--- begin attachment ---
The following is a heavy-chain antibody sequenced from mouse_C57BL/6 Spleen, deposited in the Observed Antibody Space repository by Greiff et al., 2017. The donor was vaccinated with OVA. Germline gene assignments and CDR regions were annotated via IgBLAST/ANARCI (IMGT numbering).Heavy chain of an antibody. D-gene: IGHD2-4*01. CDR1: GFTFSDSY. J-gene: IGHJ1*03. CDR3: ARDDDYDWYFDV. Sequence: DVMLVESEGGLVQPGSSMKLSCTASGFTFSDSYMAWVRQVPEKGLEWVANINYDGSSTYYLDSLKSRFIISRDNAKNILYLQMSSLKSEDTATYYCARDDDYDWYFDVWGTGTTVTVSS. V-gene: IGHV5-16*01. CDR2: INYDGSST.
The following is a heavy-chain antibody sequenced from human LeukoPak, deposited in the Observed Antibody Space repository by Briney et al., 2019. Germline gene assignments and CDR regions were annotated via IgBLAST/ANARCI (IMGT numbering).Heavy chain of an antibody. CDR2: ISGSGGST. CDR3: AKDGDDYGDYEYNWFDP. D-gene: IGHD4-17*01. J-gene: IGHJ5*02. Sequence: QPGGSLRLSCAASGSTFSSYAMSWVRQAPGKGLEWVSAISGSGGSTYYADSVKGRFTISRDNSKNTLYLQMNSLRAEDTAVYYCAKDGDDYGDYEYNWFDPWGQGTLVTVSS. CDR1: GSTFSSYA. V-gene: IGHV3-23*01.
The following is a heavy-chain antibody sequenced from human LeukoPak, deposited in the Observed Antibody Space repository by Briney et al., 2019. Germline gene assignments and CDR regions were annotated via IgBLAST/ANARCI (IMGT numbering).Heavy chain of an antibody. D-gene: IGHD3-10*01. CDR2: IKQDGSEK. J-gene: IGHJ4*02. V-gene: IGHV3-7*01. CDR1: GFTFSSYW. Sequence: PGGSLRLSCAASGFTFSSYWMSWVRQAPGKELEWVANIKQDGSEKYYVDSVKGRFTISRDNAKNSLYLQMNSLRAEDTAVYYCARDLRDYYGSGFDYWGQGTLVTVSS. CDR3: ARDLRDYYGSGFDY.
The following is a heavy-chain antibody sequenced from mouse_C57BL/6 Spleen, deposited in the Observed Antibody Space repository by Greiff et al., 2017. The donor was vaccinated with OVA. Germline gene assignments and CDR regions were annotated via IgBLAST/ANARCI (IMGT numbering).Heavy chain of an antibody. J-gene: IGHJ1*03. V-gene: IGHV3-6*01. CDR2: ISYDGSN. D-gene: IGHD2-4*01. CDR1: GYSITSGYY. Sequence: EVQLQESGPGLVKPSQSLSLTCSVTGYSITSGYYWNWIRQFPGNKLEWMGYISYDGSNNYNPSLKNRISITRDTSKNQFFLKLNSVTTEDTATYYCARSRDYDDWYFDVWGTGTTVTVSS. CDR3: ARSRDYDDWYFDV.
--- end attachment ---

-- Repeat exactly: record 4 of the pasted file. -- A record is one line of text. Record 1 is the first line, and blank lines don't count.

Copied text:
The following is a heavy-chain antibody sequenced from mouse_C57BL/6 Spleen, deposited in the Observed Antibody Space repository by Greiff et al., 2017. The donor was vaccinated with OVA. Germline gene assignments and CDR regions were annotated via IgBLAST/ANARCI (IMGT numbering).Heavy chain of an antibody. J-gene: IGHJ1*03. V-gene: IGHV3-6*01. CDR2: ISYDGSN. D-gene: IGHD2-4*01. CDR1: GYSITSGYY. Sequence: EVQLQESGPGLVKPSQSLSLTCSVTGYSITSGYYWNWIRQFPGNKLEWMGYISYDGSNNYNPSLKNRISITRDTSKNQFFLKLNSVTTEDTATYYCARSRDYDDWYFDVWGTGTTVTVSS. CDR3: ARSRDYDDWYFDV.